Thursday, April 26, 2007

Statist wisdom from the Ruhhnama

The book written by deceased Turkmenistan dictator Suparmyrat Niyazov, required reading in virtually all areas of life.

"The state is the essence of the national spirit. That is why the nation state is the realization of the moral and spiritual values that belong to the nation and a symbol of the combination of unity with political will"
"The nation-state is the historical method of realizing the essence of the national outlook. By means of a nation-state the values belonging to a nation are integrated. Such integration regulates national life historically and gives it direction. Establishing a nation-state is the expression of a nation's respect for its history and its trust in the future."

(goes on to say how the nation-state cannot be imported)


"In no part of Turkmenistan today, is there any disagreement with or belittling of one another. There is political stability in Turkmenistan. All the ethnic groups live with a single view or understanding, that is, in friendship and brotherhood.

There are no political prisoners or restrictions in Turkmenistan.

We, in our independent and impartial Turkmenistan, have established our own national military forces to maintain national security, to protect and patrol our borders".


Now let's see what the human rights community has to say about Turkmenistan:

from Amnesty International

Ethnic minorities such as Uzbeks, Russians and Kazakhs are discriminated against including through dismissal from their workplaces and through denial of access to higher education. President Niyazov stated in a speech broadcast in December 2002 that in "order to weaken the Turkmen, the blood of the Turkmen was diluted in the past. When the righteous blood of our ancestors was diluted by other blood our national spirit was low… Every person has to have a clean origin. Because of that it is necessary to check the origin up to the third generation." Over the last few years scores of senior officials belonging to ethnic minorities have been removed from their positions. Reportedly, people applying to institutions of higher education are checked to ensure that for the last three generations of their family there has been no non-ethnic Turkmen relative. It is practically impossible for anyone with a non-Turkmen relative in their family to be admitted to university.

The widespread violations of civil and political rights are not limited to those exercising or wishing to exercise their rights to freedom of expression, association, assembly and religion, and their families. According to information available to Amnesty International, torture and ill-treatment are widespread, in particular in pre-trial detention, and those targeted include detainees accused of ordinary crimes. Reportedly, no one has ever been brought to justice in Turkmenistan for carrying out torture or ill-treatment. According to available information, prison conditions fall far short of international standards. Overcrowding and unsanitary conditions are said to be common and to provide a fertile ground for the spreading of diseases.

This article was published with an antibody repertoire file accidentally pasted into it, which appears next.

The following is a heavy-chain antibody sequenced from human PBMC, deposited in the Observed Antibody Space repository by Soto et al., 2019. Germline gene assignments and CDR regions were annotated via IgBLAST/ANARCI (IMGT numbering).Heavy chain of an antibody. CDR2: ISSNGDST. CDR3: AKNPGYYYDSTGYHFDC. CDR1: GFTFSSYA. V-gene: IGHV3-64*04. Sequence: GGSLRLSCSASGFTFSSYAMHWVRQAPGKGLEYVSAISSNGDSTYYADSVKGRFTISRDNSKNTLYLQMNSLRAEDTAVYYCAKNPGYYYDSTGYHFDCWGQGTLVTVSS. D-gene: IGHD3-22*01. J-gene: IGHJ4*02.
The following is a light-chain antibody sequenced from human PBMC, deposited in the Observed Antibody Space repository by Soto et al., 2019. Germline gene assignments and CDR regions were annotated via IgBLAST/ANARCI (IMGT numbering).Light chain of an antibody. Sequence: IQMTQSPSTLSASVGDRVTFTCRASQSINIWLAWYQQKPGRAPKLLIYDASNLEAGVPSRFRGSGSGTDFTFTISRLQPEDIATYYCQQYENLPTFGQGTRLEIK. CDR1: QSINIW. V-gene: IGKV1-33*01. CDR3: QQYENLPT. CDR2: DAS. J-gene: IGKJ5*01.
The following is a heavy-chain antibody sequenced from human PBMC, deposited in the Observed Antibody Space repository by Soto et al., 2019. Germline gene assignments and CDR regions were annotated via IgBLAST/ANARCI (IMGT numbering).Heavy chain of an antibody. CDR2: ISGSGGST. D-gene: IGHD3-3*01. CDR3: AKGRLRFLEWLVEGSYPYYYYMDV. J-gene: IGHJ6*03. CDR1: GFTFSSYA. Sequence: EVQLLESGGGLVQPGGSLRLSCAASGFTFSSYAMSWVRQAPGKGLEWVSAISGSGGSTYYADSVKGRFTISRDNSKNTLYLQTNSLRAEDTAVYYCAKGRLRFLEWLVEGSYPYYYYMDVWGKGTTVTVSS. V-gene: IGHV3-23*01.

The authorities have taken a series of measures to curb access to independent sources of information about Turkmenistan within the country and to prevent critical information from coming to the attention of the international community. All media is state-controlled. Turkmen journalists affiliated with foreign media outlets that are perceived by the authorities as critical of the regime, risk being subjected to harassment, arbitrary detention, beatings and being forced to emigrate. Foreign journalists have in many cases been denied visas to visit the country. Turkmenistan remains closed to independent human rights monitors, and in the past the Turkmen authorities deported several human rights monitors.(3) In addition, the authorities have targeted relatives of exiled dissidents in an attempt to stop those in exile from criticizing government policies and speaking out about human rights abuses in Turkmenistan"

1 comment:

klav said...

This book has the merit of showing how batshit-crazy Niyazov was. For having traveled to Turkmenistan, i can tell that most of what people hear from it is an understatement. You may compare it to North Korea, with a little more freedom to trade (i visited some markets that seemed (!) uncontrolled).

I don't really know what to expect from the new one - but if he wants to get as crazy as Niyazov, he's going to have a hard time.

Cool blog by the way. I'll keep on reading.